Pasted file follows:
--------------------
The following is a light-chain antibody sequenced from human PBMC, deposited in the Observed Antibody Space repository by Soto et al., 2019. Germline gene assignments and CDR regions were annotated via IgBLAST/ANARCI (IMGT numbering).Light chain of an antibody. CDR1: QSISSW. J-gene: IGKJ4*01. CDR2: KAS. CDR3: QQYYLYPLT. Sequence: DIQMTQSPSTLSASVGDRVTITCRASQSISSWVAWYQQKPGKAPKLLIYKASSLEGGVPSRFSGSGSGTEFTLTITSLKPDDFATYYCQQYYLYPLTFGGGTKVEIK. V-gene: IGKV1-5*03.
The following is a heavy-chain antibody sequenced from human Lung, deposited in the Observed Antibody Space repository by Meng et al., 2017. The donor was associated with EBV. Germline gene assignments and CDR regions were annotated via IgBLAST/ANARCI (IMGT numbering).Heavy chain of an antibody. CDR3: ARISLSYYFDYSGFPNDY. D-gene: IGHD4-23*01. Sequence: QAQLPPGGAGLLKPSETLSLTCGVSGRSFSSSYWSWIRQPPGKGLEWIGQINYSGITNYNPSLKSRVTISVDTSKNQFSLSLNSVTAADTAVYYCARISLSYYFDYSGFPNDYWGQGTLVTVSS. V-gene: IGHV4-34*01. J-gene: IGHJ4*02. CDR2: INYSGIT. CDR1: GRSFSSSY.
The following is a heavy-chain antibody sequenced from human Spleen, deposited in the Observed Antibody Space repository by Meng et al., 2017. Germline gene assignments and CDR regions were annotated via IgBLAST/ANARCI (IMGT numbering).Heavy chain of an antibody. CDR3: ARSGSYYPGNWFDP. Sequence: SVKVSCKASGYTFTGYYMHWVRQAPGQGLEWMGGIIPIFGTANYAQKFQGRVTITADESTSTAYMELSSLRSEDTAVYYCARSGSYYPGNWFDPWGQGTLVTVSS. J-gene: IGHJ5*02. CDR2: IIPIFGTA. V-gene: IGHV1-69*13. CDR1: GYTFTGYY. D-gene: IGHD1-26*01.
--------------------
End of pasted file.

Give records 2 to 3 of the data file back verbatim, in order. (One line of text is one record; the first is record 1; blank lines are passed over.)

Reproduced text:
The following is a heavy-chain antibody sequenced from human Lung, deposited in the Observed Antibody Space repository by Meng et al., 2017. The donor was associated with EBV. Germline gene assignments and CDR regions were annotated via IgBLAST/ANARCI (IMGT numbering).Heavy chain of an antibody. CDR3: ARISLSYYFDYSGFPNDY. D-gene: IGHD4-23*01. Sequence: QAQLPPGGAGLLKPSETLSLTCGVSGRSFSSSYWSWIRQPPGKGLEWIGQINYSGITNYNPSLKSRVTISVDTSKNQFSLSLNSVTAADTAVYYCARISLSYYFDYSGFPNDYWGQGTLVTVSS. V-gene: IGHV4-34*01. J-gene: IGHJ4*02. CDR2: INYSGIT. CDR1: GRSFSSSY.
The following is a heavy-chain antibody sequenced from human Spleen, deposited in the Observed Antibody Space repository by Meng et al., 2017. Germline gene assignments and CDR regions were annotated via IgBLAST/ANARCI (IMGT numbering).Heavy chain of an antibody. CDR3: ARSGSYYPGNWFDP. Sequence: SVKVSCKASGYTFTGYYMHWVRQAPGQGLEWMGGIIPIFGTANYAQKFQGRVTITADESTSTAYMELSSLRSEDTAVYYCARSGSYYPGNWFDPWGQGTLVTVSS. J-gene: IGHJ5*02. CDR2: IIPIFGTA. V-gene: IGHV1-69*13. CDR1: GYTFTGYY. D-gene: IGHD1-26*01.